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COVID-19 has been the second largest disaster to ever hit Essex County and Southwestern Ontario residents.

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With approximately 455 deaths locally out of more than 27,200 in Canada, the virus is second only to the Spanish flu pandemic that began in 1917. That historic pandemic, using a proportional percentage, would have resulted in Essex County approximately 907 deaths. of the more than 55,000 deaths in Canada.

Applying a similar proportional percentage (1.65) of the 26,000 who died of HIV / AIDS in Canada, we could estimate that 429 related deaths occurred in Essex County.

Even the typhus epidemic of 1847-48, which killed roughly 20,000 in Canada (or about 330 deaths locally) or the Asian flu of 1957-58, which claimed perhaps 116 lives locally, cannot match the devastation of the current pandemic disaster.

COVID-19 has been and can continue to cause more deaths, but it seems unlikely that it will exceed the death rate of the Spanish flu.

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Synthetic opioids, such as fentanyl, could soon also be classified as a major disaster in terms of overdose deaths.

As part of a planned series of ElderCollege courses, I have been examining an immense variety of disasters ranging from volcanoes to tsunamis, hurricanes, floods, fires and others attributable to human error that have occurred in Canada.

This includes two “near” disasters: two atomic bombs dropped by US bombers into Canadian waters in 1950. Neither bomb was ready to explode.

The Canadian Disaster Database sets a limit on the use of the word “disaster” at 10 or more deaths and / or 100 or more people affected, including the injured and homeless.

By those criteria, Essex County has only had a few disasters.

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The June 1946 tornado, which destroyed millions of dollars in property and claimed 17 lives, tops the list. Thereafter, the Metropolitan store explosion on October 25, 1960 and the Pelee Island plane crash in January 2004, each of which claimed 10 lives, ranked second.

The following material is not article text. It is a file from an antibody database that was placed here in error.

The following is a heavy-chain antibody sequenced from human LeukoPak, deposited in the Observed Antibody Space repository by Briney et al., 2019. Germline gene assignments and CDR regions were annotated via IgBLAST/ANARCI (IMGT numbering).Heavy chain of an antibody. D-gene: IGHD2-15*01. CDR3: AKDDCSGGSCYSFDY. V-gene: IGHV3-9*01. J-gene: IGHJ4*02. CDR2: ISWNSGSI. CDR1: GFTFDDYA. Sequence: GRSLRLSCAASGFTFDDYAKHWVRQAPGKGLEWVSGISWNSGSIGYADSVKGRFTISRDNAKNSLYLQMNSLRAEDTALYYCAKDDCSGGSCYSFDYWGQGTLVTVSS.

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Another tornado on April 3, 1974 claimed nine lives and a winter storm on January 26, 1978 claimed eight lives.

Then the terrible crash of 87 vehicles occurred in the fog of September 3, 1999 on the 401 freeway near Manning Road, claiming eight lives and injuring 45.

Other gruesome events could include the winter storm of January 16, 1978 that claimed four lives; the explosion in the city of Essex on 10 August 1907 claimed two lives and injured many more.

In addition, other notable local disasters may include the Harrow Flood in July 1989, the Great Storm and Flood at Windsor-Tecumseh in September 2017, or the Great Fires at Harrow (1990) and Amherstburg (2006), neither of which it took lives. but it required evacuations.

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Human error figures prominently in many tragedies.

The projected series of ElderCollege courses will examine disasters ranging from ships and railroads to airplanes and explosions, fires, floods, and even landslides and tsunamis. But some other notable disasters in our immediate region are notable.

One of the worst maritime disasters in southwestern Ontario was the 1881 steamboat “Victoria” capsized on the River Thames near London, killing 182 people.

Some of Canada’s worst rail accidents also occurred in this region of southwestern Ontario.

The October 1854 train accident at Jeannette’s / Baptiste Creek, which claimed 52 lives and 48 injured 48 was one of the worst in Canada at the time. And another train accident in Wanstead, east of Sarnia, on December 26, 1906, killed 29 people and injured 31.

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Until October 30, 1941, Canada’s worst air disaster involved a regularly scheduled American Airlines airliner en route from Buffalo to Detroit. The “Erie flagship” that sank in a farmer’s field near Lawrence Station (north of Shedden) in Elgin County killed all 17 passengers and three crew members.

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And one of Canada’s deadliest marine disasters, the collision and sinking of the ocean liner Empress of Ireland, on May 29, 1914, which claimed 1,912 lives, included several laid off Ford Motors workers returning to their home countries. in Europe.

Local diver and historian Cris Kohl has in several of his books documented the number of lives lost in boat-related accidents on Lake Erie and the Great Lakes.

Natural and man-made disasters are part of our history. They also often reflect technological failures and fallibility of human judgment.

They cause pain and pain and that is why it is necessary to always remember them.

Lloyd Brown-John is Emeritus Professor of Political Science at the University of Windsor. He can be reached at [email protected]

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